Monday, February 13, 2012

January Oil Supply

Total liquid fuels were at all time highs in January, according to OPEC and the IEA.  A graph of changes just since 2008 is above, and a longer picture (with prices on the RHS) is here:

The combination of higher production and (slightly) lower prices is causing the price production curve to push the envelope of recent behavior:

The above data are all for "Total Oil Supply" aka "Total Liquid Fuels".  To break it down into components we need to rely on EIA data that only go through October (so we can't see where the surge in Nov-Jan came from yet):

Note the above is not zero-scaled.  It allows us to see that "crude plus condensate" (C&C) has been pretty flat since 2005, with increases in the total mainly coming from other components of the liquid fuel stream.  This next picture makes a line graph of that data and moves the "crude plus condensate" line onto the right hand scale to make the changes in the different streams more easily comparable:

You can see that during the C&C plateau period since 2005, about 1mpd in additional total supply has come from a long standing trend in the increase in natural gas liquids (NGPL), while another 1mpd has come from "Other Liquids" and appears to be specifically a response to the plateauing of conventional oil.  This is mainly biofuels.  Note that the increases in "Other Liquids" appear to have leveled off in 2011.  The world has very limited capacity to produce more biofuel without causing severe increases in food prices.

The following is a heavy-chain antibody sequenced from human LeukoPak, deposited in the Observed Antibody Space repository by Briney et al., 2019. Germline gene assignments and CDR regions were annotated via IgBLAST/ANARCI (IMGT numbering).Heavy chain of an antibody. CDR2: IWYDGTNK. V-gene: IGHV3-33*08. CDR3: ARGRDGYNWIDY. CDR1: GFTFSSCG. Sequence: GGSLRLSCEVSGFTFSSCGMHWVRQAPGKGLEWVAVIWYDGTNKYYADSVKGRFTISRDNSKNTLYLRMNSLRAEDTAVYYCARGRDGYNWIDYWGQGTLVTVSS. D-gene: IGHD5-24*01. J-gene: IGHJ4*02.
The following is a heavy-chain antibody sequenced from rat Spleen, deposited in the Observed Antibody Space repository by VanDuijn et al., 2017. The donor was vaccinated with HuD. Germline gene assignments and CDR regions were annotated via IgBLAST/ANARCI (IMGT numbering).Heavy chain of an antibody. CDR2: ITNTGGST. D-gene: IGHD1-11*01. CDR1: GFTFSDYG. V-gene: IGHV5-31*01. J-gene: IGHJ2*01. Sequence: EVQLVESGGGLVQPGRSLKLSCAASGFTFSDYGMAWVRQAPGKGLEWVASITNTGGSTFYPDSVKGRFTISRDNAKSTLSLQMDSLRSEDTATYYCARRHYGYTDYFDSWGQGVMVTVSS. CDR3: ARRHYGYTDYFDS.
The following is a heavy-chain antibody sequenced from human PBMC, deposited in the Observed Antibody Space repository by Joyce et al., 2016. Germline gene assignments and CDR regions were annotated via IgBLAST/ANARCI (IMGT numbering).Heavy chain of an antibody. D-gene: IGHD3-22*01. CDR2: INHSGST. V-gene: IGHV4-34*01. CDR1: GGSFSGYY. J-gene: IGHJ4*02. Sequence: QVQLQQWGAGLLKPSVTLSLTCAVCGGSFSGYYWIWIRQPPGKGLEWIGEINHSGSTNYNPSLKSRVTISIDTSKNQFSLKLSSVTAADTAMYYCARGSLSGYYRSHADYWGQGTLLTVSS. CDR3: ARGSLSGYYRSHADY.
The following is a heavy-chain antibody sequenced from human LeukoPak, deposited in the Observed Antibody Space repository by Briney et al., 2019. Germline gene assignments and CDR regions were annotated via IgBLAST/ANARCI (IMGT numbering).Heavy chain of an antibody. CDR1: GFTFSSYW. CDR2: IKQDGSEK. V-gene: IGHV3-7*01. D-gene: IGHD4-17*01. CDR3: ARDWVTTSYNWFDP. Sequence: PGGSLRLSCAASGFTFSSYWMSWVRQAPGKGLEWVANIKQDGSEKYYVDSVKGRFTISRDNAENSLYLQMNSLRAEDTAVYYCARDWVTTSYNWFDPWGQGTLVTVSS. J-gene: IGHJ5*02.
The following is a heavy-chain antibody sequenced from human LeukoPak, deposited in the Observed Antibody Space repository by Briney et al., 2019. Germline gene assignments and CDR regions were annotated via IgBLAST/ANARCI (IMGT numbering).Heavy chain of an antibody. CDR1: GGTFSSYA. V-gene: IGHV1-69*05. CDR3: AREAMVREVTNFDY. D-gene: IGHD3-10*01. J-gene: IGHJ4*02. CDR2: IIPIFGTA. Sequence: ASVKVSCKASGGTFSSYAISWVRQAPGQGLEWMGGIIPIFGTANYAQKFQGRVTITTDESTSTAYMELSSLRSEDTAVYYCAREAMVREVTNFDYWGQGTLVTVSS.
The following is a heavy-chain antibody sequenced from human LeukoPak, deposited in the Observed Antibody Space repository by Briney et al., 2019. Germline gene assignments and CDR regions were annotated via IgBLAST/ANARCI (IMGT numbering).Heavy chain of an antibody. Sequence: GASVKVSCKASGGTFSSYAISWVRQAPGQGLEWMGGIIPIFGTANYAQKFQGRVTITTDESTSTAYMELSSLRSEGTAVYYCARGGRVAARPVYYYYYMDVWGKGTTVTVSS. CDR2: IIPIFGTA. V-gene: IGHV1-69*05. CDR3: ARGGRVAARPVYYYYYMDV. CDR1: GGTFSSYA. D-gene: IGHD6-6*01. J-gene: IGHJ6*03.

James said...


With the frequently voiced questions about whether NGLs are
equivalent to crude, is there an easy way to graph what we are most concerned about, perhaps,volumes of diesel and gasoline sold?

I would like to see a chart of those volumes, in bbl, over the past, say, 10 years.

Lars-Eric Bjerke said...

Kjell Aleklett´s Peeking at Peak Oil is published.